When do you see results from intermittent fasting? When you:
- get focused, and
- track your consistency to get a true picture of how you’re doing.
SIMPLE’s expert opinion and final thoughts
You know as well as we do — when you’re trying to lose weight, sometimes the scale isn’t your friend and stays stuck despite your best efforts.
This doesn’t necessarily mean you’re doing anything wrong or that it’ll never move. It often means that other things are happening — things that need to happen before the scale can move. At times like this, look for those non-scale victories.
If the non-scale victories aren’t showing up either … that’s the time to start looking at your process. Where might you be losing ground?
Focus your energy more on looking for signs of progress — and changing your actions if they’re nowhere to be seen — than wondering, “When does intermittent fasting start working?!” There’s no definitive answer to that. There’s only what is happening and what you can do to optimize or kickstart the results you want.
Take our SIMPLE quiz and tell us all about you. We’ll help you get up and running, show you the fasting ropes, and give you everything you need to crush this lifestyle — and your goals!
Final note: Be aware that intermittent fasting may not be for you, especially if you are pregnant, underweight, have a history of or an active eating disorder, take any medications, or have anemia. We recommend that you first speak with your doctor before making any changes to your lifestyle.
Frequently Asked Questions about how long it takes for intermittent fasting to work
How do you know if intermittent fasting is working?
You know intermittent fasting is working by tracking your results!
First, know what you want to get from fasting — is it weight loss? Improved blood pressure? A flatter belly? Once you know, figure out how to track that thing regularly, so you can see progress.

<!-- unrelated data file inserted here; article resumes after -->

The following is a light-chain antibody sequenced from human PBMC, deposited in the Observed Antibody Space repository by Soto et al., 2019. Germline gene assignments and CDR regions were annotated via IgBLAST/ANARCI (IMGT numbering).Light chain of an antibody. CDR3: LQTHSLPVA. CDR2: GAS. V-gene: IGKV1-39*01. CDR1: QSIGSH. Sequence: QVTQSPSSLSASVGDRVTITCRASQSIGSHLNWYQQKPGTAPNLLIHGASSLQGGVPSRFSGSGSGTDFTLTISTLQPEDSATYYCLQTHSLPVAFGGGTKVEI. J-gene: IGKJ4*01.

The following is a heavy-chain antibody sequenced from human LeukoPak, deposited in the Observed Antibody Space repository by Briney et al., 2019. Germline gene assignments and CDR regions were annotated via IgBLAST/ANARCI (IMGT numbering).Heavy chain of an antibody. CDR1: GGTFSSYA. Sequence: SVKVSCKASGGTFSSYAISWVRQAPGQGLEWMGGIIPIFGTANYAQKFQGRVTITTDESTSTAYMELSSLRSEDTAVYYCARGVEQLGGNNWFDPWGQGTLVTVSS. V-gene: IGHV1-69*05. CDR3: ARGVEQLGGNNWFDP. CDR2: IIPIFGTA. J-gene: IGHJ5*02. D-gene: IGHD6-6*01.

If you’re wondering how long before you see these results from intermittent fasting, we’ve got you covered.
How much weight can you lose in a month with intermittent fasting?
How much weight you can lose in a month with intermittent fasting will vary from person to person. According to research, it’s possible to lose between 7 and 11 lbs between 2 and 10 weeks on intermittent fasting. That’s a loss of roughly 4 lbs a month, which is in line with the recommended 1–2 lbs a week.
Why is 16 hours the magic number for fasting?
16 hours isn’t really the magic number for fasting as such. The 16/8 intermittent fasting protocol is just one that’s been well studied and has shown positive results. The “magic” number of fasting hours for you will be the one you can do most consistently and successfully over the long term.
What foods won’t break a fast?
Pretty much all foods will break a fast. You can read more about that in our article about what breaks a fast!
Does sleep count as fasting?
Unless you eat in your sleep, yes — sleep counts as fasting!
Does intermittent fasting have any side effects?
There are a few intermittent fasting side effects. These tend to occur in the first couple of weeks of fasting, and they generally pass when you hit your stride.